Cannabinoid 1 receptors modulate intestinal sensory and motor function in rat.Neurogastroenterol Motil. 2010 Jun; 22(6):672-e205.NM
Cannabinoid receptors are involved in visceral pain perception and control of intestinal motility in vivo. The underlying mechanisms are not well characterized. We aimed to determine whether the cannabinoid-1 (CB(1)) receptor modulates intestinal afferent nerve discharge and the peristaltic reflex.
Rats were anesthetized and intestinal segments were removed. Afferent nerve discharge from a mesenteric nerve was investigated in vitro in the presence of the CB(1) antagonist SR 141716A or the CB(1) agonist WIN 55212-2. The myenteric peristaltic reflex was induced by electrical field stimulation and influence of SR 141716A or WIN 55212-2 was recorded.
Afferent nerve discharge to the algesic mediator bradykinin was reduced to 11 +/- 5.1 imp s(-1) following pretreatment with SR 141716A and unchanged after WIN 55212-2 compared to 63 +/- 15.4 imp s(-1) in controls. At maximum distension pressure (80 cmH(2)O) during ramp distension, 92 +/- 12.4 imp s(-1) were reached following SR 141716A compared to 260 +/- 13.2 in vehicle controls and 227 +/- 15.4 in WIN 55212-2 pretreated animals. In contrast, afferent discharge to 5-HT (500 micromol L(-1)) was increased to 75 +/- 24.6 imp s(-1) following WIN 55212-2 compared to 18 +/- 5.9 imp s(-1) in controls, whereas SR 141716A had no effect. Ascending neuronal contractions were dose-dependently attenuated in the presence of SR 141716A and latency of these contractions was reduced. WIN 55212-2 had opposite effects that were abolished by SR 141716A.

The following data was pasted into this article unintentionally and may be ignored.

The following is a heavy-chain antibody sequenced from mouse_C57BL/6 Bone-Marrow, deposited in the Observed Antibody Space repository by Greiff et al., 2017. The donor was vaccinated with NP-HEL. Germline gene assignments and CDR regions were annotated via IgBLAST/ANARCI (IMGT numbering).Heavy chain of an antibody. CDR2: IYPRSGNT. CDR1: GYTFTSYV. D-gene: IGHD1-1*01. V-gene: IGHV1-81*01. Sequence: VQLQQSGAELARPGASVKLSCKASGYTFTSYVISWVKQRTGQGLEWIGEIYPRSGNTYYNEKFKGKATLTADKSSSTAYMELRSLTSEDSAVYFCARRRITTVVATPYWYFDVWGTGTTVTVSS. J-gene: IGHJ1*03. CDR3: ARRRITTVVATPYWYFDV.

CONCLUSIONS & INFERENCES
Activation of the CB(1) receptor differentially alters afferent intestinal nerve sensitivity to bradykinin, 5-HT, and noxious mechanical distension, while it strengthens ascending neuronal contractions. Further studies are needed to determine the physiological relevance of these observations.